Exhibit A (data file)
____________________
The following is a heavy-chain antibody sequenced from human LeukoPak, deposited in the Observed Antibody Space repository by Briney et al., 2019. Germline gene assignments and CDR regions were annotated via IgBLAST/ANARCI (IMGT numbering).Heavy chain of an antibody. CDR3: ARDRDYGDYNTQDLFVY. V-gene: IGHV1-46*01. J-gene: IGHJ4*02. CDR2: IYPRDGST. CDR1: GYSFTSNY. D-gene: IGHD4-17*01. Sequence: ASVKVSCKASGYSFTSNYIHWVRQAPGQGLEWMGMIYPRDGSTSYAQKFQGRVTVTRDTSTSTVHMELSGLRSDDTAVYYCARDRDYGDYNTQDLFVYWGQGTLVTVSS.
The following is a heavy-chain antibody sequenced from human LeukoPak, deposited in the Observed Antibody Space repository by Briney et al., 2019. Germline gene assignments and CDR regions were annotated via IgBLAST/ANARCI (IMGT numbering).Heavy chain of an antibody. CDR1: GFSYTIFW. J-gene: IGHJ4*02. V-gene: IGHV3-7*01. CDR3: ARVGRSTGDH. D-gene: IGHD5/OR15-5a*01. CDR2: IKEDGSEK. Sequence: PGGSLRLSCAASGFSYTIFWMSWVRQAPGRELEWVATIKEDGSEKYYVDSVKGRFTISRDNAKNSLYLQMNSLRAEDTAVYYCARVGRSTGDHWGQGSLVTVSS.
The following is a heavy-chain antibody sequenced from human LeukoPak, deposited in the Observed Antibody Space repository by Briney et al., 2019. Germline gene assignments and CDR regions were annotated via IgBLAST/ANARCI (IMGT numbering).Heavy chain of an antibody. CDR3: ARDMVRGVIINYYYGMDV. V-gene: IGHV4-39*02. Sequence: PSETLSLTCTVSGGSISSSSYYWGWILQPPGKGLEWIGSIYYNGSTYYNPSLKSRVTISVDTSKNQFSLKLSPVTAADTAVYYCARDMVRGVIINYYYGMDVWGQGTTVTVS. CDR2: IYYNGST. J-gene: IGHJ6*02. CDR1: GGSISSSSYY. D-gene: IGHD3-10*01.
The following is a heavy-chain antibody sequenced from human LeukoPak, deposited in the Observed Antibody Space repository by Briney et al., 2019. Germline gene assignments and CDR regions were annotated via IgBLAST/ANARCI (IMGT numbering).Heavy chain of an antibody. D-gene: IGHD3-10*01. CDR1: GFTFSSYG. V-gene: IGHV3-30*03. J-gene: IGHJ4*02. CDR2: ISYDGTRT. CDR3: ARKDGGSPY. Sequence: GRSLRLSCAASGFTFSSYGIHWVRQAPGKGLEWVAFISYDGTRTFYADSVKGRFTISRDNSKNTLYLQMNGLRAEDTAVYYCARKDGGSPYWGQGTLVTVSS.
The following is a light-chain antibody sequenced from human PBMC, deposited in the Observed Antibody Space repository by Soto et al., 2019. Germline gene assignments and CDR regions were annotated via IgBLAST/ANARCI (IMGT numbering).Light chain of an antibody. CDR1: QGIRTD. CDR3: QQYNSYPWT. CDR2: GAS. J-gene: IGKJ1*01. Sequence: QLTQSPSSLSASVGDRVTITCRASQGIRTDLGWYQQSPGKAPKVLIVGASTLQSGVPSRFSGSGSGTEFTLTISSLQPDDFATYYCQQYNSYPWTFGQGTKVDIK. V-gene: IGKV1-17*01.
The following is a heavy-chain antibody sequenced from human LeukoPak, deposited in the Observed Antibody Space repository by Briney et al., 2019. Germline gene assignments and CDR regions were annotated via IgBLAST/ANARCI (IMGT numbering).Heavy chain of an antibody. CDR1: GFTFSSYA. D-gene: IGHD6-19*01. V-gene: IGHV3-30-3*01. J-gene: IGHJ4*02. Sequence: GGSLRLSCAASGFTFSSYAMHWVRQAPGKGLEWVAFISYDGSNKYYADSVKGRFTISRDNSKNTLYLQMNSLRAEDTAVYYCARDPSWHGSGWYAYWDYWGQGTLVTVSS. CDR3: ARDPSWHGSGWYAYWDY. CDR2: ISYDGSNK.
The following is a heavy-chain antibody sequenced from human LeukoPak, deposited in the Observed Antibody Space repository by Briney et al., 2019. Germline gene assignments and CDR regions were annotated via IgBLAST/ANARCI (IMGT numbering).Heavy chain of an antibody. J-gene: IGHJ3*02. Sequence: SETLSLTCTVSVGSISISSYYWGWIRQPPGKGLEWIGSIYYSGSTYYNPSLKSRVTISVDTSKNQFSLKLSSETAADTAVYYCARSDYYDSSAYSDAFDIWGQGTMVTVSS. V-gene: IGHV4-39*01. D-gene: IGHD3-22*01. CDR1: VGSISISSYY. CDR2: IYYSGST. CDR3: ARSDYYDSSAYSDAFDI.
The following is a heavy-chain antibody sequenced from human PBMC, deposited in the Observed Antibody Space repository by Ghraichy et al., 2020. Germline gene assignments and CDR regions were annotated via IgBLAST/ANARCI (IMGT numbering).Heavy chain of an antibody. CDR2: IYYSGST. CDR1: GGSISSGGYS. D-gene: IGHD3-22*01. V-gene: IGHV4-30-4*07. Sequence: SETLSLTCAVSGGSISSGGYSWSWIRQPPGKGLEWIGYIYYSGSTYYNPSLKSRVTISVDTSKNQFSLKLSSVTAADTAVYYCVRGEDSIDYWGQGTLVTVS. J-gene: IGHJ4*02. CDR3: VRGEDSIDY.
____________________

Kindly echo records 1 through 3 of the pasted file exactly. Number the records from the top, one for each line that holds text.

The following is a heavy-chain antibody sequenced from human LeukoPak, deposited in the Observed Antibody Space repository by Briney et al., 2019. Germline gene assignments and CDR regions were annotated via IgBLAST/ANARCI (IMGT numbering).Heavy chain of an antibody. CDR3: ARDRDYGDYNTQDLFVY. V-gene: IGHV1-46*01. J-gene: IGHJ4*02. CDR2: IYPRDGST. CDR1: GYSFTSNY. D-gene: IGHD4-17*01. Sequence: ASVKVSCKASGYSFTSNYIHWVRQAPGQGLEWMGMIYPRDGSTSYAQKFQGRVTVTRDTSTSTVHMELSGLRSDDTAVYYCARDRDYGDYNTQDLFVYWGQGTLVTVSS.
The following is a heavy-chain antibody sequenced from human LeukoPak, deposited in the Observed Antibody Space repository by Briney et al., 2019. Germline gene assignments and CDR regions were annotated via IgBLAST/ANARCI (IMGT numbering).Heavy chain of an antibody. CDR1: GFSYTIFW. J-gene: IGHJ4*02. V-gene: IGHV3-7*01. CDR3: ARVGRSTGDH. D-gene: IGHD5/OR15-5a*01. CDR2: IKEDGSEK. Sequence: PGGSLRLSCAASGFSYTIFWMSWVRQAPGRELEWVATIKEDGSEKYYVDSVKGRFTISRDNAKNSLYLQMNSLRAEDTAVYYCARVGRSTGDHWGQGSLVTVSS.
The following is a heavy-chain antibody sequenced from human LeukoPak, deposited in the Observed Antibody Space repository by Briney et al., 2019. Germline gene assignments and CDR regions were annotated via IgBLAST/ANARCI (IMGT numbering).Heavy chain of an antibody. CDR3: ARDMVRGVIINYYYGMDV. V-gene: IGHV4-39*02. Sequence: PSETLSLTCTVSGGSISSSSYYWGWILQPPGKGLEWIGSIYYNGSTYYNPSLKSRVTISVDTSKNQFSLKLSPVTAADTAVYYCARDMVRGVIINYYYGMDVWGQGTTVTVS. CDR2: IYYNGST. J-gene: IGHJ6*02. CDR1: GGSISSSSYY. D-gene: IGHD3-10*01.